The One Thing You Can Count on With Electric Pickup Trucks? Delays.

Checking in on the EV truck market after the Lordstown bombshell

A white electric Endurance pickup truck from Lordstown Motors sitting in a warehouse under lights
The Endurance pickup truck and its maker Lordstown have come under intense scrutiny.
Lordstown Motors

It’s been over a decade since Nissan made the all-electric Leaf available to consumers in the U.S. While other automakers have been slow to catch up on EVs, Americans now have multiple options for electrified cars, crossovers and SUVs. But what about the best-selling vehicle in the country, the pickup truck? 

The story of electric pickups can be summed up in one word: delays. Despite the most popular consumer vehicles in the U.S. being trucks made by Ford, Chevrolet and Ram, there still isn’t an EV pickup you can just go out to a dealership and buy today. And with the cancellation of Nikola’s hydrogen-electric Badger and recent trouble brewing with Lordstown Motors’ Endurance, the prospect of one coming soon seems less and less likely. 

While the continual postponement of the EV truck era is disappointing, it’s not surprising. The first company out of the gate with a reliable mass-produced electric truck has the potential to reap huge rewards, both financial and cultural, as Tesla did by creating the first covetable electric car that transcended the “electric” classification; and thus startups and auto giants alike have all thrown their hats in the ring, each with their own promises that can be delayed indefinitely as long as no one else no one else beats them to market. 

So when, exactly, does it look like we’ll be getting an electric truck? Two years ago we detailed all of the EV pickups that had been announced, so let’s take a look at how far behind they are on their promises: 

  • Tesla Cybertruck: Elon Musk unveiled the Cybertruck pretty much on time, but since that event in November 2019 it is still not available. Production was set to begin in late 2021, but Musk recently said they would be “lucky” to get any deliveries done this year and that “volume production” won’t begin until 2022.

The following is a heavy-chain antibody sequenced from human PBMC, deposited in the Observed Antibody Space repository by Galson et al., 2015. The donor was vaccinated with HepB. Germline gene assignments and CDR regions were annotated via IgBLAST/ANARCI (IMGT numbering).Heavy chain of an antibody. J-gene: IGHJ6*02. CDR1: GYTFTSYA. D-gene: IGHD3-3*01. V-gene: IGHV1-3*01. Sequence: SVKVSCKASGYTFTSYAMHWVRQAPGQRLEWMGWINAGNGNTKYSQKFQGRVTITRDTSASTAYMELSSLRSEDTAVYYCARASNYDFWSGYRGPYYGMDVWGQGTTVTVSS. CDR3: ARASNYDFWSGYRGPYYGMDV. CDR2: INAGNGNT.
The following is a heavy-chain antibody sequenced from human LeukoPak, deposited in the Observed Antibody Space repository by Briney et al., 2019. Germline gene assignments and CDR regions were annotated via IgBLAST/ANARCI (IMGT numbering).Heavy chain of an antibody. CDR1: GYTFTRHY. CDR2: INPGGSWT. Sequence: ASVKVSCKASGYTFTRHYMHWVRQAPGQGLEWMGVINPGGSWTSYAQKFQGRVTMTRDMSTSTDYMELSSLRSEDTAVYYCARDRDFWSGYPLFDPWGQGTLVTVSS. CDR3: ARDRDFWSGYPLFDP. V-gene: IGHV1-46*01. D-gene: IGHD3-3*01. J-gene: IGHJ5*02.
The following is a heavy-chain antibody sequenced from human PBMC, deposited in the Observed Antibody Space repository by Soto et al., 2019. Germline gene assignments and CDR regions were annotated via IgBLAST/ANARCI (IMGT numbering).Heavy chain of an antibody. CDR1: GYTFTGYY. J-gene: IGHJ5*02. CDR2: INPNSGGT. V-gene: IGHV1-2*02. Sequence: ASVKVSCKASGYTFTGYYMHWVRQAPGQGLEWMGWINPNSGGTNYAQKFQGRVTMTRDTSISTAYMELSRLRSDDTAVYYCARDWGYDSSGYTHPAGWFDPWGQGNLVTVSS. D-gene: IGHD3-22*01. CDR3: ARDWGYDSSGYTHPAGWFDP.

• Rivian R1T: Rivian is the most promising of all of the trucks, especially considering the startup received funding from Amazon, Ford and BlackRock. Their fall 2020 release was delayed due to COVID, but they set a new release date of June 2021 when they’ll begin fulfilling pre-orders. 
  • Ford Electric F-150: Being a legacy automaker and the king of trucks, Ford was not about to promise something it couldn’t deliver, which is why it hadn’t set a timeline in 2019. Now the company says it will begin production of an electric F-150 in mid-2022 for a 2023 model.
  • Workhorse W-15: The startup predicted its electric pickup would be available in 2019 or early 2020. Today, they have no pickup to speak of. The intellectual property rights to the W-15 were sold to Lordstown Motors — both companies were founded by the same man, Steve Burns — and now Workhorse is focusing on delivery vans and last-mile vehicles, though they just lost the contract for the new USPS mail carrier.
  • Lordstown Endurance: In December 2019, Lordstown Motors said they’d start production on their truck by November 2020. Last week, an investment research firm with a short stake in the company accused Lordstown of falsifying preorders and being years away from production, though Burns told the Wall Street Journal the company is on track to begin in September.
  • Bollinger B2: Bollinger has been around since 2014. In 2019, they said production for their B2 pickup and B1 “Sport Utility Truck” would start in 2020, but now they’re saying production will begin in late 2021. Also notable: The price was previously estimated at $60K, but Bollinger has set it at $125K.
  • Atlis XT: A pie-in-the-sky startup with little evidence to show their truck was anywhere near production, let alone real, targeted 2020. Now they’re saying 2021, though in a recent interview CEO Mark Hanchett said a scalable truck with their low-end price of $45K could be three years away.
  • Hummer EV: Yes, the Hummer EV is technically a truck and a production model has technically been officially unveiled. But the first available model, a trim called Edition 1 that’s limited to 3,500 vehicles and priced at $112,595, is already sold out and won’t be delivered to buyers until this fall. After that, GMC will begin rolling out three other lower-priced options in fall 2022, spring 2023 and spring 2024. The cheapest one will start at $79,995.

In other words, we’re still waiting for an electric pickup truck for the American masses. We’re confident Rivian will change the game come June, but with a track record like this lot, we’re also not holding our breath.

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